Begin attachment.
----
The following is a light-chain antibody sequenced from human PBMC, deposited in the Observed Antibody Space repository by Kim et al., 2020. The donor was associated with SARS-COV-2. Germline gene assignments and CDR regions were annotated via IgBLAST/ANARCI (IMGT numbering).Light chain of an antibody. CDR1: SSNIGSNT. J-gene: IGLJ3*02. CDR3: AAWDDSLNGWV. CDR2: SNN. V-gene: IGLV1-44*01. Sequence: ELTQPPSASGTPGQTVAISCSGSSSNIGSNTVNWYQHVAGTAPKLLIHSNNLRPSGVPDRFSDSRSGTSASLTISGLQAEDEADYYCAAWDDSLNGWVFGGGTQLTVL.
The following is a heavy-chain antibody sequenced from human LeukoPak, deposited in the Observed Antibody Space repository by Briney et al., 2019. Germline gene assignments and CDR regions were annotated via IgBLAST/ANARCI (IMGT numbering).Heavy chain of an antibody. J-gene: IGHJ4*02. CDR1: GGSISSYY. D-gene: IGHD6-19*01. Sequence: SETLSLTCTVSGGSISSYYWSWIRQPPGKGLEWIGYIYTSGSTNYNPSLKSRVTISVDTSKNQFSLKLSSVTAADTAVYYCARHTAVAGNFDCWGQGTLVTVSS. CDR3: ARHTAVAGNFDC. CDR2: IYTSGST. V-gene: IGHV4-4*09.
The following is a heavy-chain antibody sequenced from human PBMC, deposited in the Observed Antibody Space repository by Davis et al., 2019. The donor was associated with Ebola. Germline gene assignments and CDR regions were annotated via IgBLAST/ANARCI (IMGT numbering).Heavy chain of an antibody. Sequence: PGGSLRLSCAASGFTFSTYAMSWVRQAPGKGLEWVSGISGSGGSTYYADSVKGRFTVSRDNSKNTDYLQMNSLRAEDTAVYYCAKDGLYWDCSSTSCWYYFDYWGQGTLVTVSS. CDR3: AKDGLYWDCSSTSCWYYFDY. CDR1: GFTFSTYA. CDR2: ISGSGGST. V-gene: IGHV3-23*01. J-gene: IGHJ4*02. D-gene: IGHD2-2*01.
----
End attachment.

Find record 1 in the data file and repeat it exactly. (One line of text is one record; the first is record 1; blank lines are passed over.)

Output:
The following is a light-chain antibody sequenced from human PBMC, deposited in the Observed Antibody Space repository by Kim et al., 2020. The donor was associated with SARS-COV-2. Germline gene assignments and CDR regions were annotated via IgBLAST/ANARCI (IMGT numbering).Light chain of an antibody. CDR1: SSNIGSNT. J-gene: IGLJ3*02. CDR3: AAWDDSLNGWV. CDR2: SNN. V-gene: IGLV1-44*01. Sequence: ELTQPPSASGTPGQTVAISCSGSSSNIGSNTVNWYQHVAGTAPKLLIHSNNLRPSGVPDRFSDSRSGTSASLTISGLQAEDEADYYCAAWDDSLNGWVFGGGTQLTVL.